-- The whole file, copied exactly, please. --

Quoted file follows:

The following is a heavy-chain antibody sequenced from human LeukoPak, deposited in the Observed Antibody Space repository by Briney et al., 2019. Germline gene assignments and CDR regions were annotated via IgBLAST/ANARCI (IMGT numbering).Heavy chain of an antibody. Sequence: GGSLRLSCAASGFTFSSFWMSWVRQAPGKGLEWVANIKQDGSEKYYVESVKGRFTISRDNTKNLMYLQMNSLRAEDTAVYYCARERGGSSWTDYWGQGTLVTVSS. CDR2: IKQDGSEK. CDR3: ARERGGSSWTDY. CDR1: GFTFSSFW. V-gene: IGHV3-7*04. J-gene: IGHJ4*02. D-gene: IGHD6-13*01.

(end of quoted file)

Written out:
The following is a heavy-chain antibody sequenced from human LeukoPak, deposited in the Observed Antibody Space repository by Briney et al., 2019. Germline gene assignments and CDR regions were annotated via IgBLAST/ANARCI (IMGT numbering).Heavy chain of an antibody. Sequence: GGSLRLSCAASGFTFSSFWMSWVRQAPGKGLEWVANIKQDGSEKYYVESVKGRFTISRDNTKNLMYLQMNSLRAEDTAVYYCARERGGSSWTDYWGQGTLVTVSS. CDR2: IKQDGSEK. CDR3: ARERGGSSWTDY. CDR1: GFTFSSFW. V-gene: IGHV3-7*04. J-gene: IGHJ4*02. D-gene: IGHD6-13*01.